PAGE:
By Paweł Kuziemski
Hundreds of people marched in Leeds on February 14 calling for an end to Brexit.
The protest was organised by Leeds for Europe.
Protesters wanted the government to overturn Brexit and put it to another referendum.
Richard Wilson, chairman of Leeds for Europe, said: “We want to create a positive vision of Britain without Brexit, so we are talking stop Brexit and let’s talk about uniting the country behind the programme of change that we really need.”
After the march, several speakers warned about the consequences of Brexit and called on the government to listen to calls for a new “people’s vote”.
Speakers emphasised the role of young people, who couldn’t vote in the 2016 referendum.
Natalie Bennett, the former leader of Green Party, was amongst those who took part in the protest.
She told Yorkshire Voice: “People need to see people like themselves, up there on platforms speaking in front of crowds”.
Beginning of Brexit
The referendum held in June 2016 was non-binding, which means that the government didn’t have to follow its results. However, the government had promised to implement the result.
The question was simple: “Should the United Kingdom remain a member of the European Union or leave the European Union?”
More than 70% of UK citizens answered that question. Nearly 52% of voters said that they want to leave.
The day after the referendum’s results David Cameron announced his resignation from Prime Ministers, as a campaign for remaining turned out to be unsuccessful.
The government initiated the official EU withdrawal process on March 29 2017, putting in place a process which meant that the UK was due to leave the EU before 11pm on March 29 2019.
Independence on table
The majority of people in Scotland and Northern Ireland wanted to remain; however, the number of votes given by Scottish and Northern Irish citizens were too low to influence the final decision.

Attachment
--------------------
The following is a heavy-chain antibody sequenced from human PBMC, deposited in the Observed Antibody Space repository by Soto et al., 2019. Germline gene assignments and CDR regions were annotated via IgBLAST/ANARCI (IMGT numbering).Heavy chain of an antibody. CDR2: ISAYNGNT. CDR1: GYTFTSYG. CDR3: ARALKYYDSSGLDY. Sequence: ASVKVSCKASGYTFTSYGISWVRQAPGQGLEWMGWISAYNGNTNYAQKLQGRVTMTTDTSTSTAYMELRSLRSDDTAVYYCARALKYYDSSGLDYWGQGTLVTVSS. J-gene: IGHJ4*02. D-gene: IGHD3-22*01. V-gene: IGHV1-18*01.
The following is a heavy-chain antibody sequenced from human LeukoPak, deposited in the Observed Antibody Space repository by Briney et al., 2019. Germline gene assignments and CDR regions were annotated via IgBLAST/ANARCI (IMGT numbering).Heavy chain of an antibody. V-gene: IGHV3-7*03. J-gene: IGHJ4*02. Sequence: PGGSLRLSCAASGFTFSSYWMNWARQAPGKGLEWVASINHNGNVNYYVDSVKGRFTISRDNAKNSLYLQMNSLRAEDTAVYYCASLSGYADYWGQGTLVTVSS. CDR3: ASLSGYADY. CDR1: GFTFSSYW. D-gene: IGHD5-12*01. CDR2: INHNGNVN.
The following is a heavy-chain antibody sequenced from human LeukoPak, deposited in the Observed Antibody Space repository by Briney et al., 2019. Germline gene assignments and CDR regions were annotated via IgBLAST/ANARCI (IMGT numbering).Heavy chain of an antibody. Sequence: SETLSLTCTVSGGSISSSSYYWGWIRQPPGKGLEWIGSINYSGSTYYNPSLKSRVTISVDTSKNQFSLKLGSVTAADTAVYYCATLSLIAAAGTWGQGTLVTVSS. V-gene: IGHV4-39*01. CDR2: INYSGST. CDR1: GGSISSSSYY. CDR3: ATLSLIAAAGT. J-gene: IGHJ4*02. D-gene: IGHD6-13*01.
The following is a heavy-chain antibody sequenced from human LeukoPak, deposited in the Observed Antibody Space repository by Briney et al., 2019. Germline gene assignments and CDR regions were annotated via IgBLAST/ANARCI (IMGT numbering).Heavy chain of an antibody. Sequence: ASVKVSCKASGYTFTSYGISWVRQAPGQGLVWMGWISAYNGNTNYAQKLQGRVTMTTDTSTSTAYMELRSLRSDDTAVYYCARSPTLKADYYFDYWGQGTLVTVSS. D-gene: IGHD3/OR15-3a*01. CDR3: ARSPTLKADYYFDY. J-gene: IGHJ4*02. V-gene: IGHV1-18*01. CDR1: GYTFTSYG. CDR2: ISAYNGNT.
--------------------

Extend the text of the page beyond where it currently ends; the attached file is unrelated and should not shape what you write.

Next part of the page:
In January 2017 the Supreme Court of the United Kingdom decided that agreement from the parliaments of Wales, Scotland and Northern Ireland were not necessary to trigger Brexit.
Nevertheless, the Scottish Parliament took a symbolic vote in which it rejected Brexit.
The day after the decision about Brexit was made, Nicola Sturgeon, Scotland’s first minister said that the option of another independence referendum “must be on the table”.
“If Parliament judges that a second referendum is the best or only way to protect our place in Europe it must have the option to hold one,” she added.
Remainers won in every voting area of Scotland.
Timeline of the UK in European Union:
May 1950 – Schuman Declaration – Robert Schuman announced his plan of coordinated production of steel and coal.
April 1951 – Treaty of Paris – The beginning of the European Coal and Steel Community, the first modern European economic organisation. The UK declined to join, as it was afraid of losing its independence.
March 1957 – Treaty of Rome – the actual beginning of the European Community. The UK did not join because of this same reason.
May 1960 – The UK was one of seven countries to found the European Free Trade Association to promote closer economic cooperation and free trade in Europe.
January 1963 – France vetoed the first UK’s application to the European Community.
October 1967 – France vetoed the second UK’s application to the European Community.
January 1973 – The UK became an official European Community member.
June 1985 – Official beginning of the Schengen Agreement, a treaty that led most of the European countries towards the abolition of their national borders, to build a Europe without borders known as the Schengen Area.
February 1992 – Treaty on European Union – the formal beginning of the European Union.
December 2007 – Treaty of Lisbon, known as the Reform Treaty – changing the basics of the European Union.
Voice of young people
A big controversy was also raised by the fact that the referendum did not include teenagers aged 16 and 17.
After the result of the referendum was announced a crowd of young people gathered outside the Houses of Parliament.
As it was reported by Lord Ashcroft Polls, among people aged 18 – 25, more than 70% voted to remain in the EU, and among people aged above it was 40%.
What Europe said
Marine Le Pen, the leader of France’s right-wing National Rally party, said that Brexit may be a starting point for other countries to leave the European Union.
This opinion was also shared by the Dutch Party of Freedom. Further, it was supported by German’s Alternative for Germany, which, in 2019, posted the idea of Dexit.
The Spanish foreign minister said that in the case of Brexit Spain will seek to regain control over Gibraltar.
Currently, negotiations with the European Union are in flux.